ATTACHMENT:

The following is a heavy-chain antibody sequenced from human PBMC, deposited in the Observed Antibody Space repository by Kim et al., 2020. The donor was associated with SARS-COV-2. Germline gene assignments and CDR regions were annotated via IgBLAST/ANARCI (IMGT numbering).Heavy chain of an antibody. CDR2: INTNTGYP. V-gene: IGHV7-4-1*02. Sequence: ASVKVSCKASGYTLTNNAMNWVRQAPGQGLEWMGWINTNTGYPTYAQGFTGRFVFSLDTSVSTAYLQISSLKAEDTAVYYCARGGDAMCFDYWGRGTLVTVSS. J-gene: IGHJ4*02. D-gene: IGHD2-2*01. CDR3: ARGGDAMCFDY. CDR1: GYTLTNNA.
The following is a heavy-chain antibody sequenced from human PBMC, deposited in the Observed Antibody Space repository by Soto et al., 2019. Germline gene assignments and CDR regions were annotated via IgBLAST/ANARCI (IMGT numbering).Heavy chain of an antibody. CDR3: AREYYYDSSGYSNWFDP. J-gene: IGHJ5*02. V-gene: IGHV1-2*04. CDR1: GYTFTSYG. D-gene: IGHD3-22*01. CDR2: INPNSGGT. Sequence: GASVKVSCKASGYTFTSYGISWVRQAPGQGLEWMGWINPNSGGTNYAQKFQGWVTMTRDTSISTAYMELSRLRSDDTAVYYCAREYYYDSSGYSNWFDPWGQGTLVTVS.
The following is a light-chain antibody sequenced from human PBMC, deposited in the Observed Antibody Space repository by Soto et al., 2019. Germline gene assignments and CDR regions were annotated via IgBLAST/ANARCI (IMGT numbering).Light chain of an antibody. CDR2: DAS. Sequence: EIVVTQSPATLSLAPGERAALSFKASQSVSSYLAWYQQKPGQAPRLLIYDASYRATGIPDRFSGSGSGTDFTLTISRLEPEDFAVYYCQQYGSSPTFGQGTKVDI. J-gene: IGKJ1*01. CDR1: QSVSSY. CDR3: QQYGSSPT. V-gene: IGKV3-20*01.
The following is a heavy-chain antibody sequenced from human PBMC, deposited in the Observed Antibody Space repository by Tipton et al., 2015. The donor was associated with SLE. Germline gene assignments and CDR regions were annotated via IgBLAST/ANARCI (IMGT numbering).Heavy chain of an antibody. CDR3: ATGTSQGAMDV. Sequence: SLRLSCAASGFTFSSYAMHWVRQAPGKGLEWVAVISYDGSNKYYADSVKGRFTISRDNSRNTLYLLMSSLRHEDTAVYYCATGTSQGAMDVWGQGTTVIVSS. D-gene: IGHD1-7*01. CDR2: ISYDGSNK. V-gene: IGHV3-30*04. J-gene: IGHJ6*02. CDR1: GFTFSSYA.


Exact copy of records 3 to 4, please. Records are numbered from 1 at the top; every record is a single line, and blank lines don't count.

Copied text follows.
The following is a light-chain antibody sequenced from human PBMC, deposited in the Observed Antibody Space repository by Soto et al., 2019. Germline gene assignments and CDR regions were annotated via IgBLAST/ANARCI (IMGT numbering).Light chain of an antibody. CDR2: DAS. Sequence: EIVVTQSPATLSLAPGERAALSFKASQSVSSYLAWYQQKPGQAPRLLIYDASYRATGIPDRFSGSGSGTDFTLTISRLEPEDFAVYYCQQYGSSPTFGQGTKVDI. J-gene: IGKJ1*01. CDR1: QSVSSY. CDR3: QQYGSSPT. V-gene: IGKV3-20*01.
The following is a heavy-chain antibody sequenced from human PBMC, deposited in the Observed Antibody Space repository by Tipton et al., 2015. The donor was associated with SLE. Germline gene assignments and CDR regions were annotated via IgBLAST/ANARCI (IMGT numbering).Heavy chain of an antibody. CDR3: ATGTSQGAMDV. Sequence: SLRLSCAASGFTFSSYAMHWVRQAPGKGLEWVAVISYDGSNKYYADSVKGRFTISRDNSRNTLYLLMSSLRHEDTAVYYCATGTSQGAMDVWGQGTTVIVSS. D-gene: IGHD1-7*01. CDR2: ISYDGSNK. V-gene: IGHV3-30*04. J-gene: IGHJ6*02. CDR1: GFTFSSYA.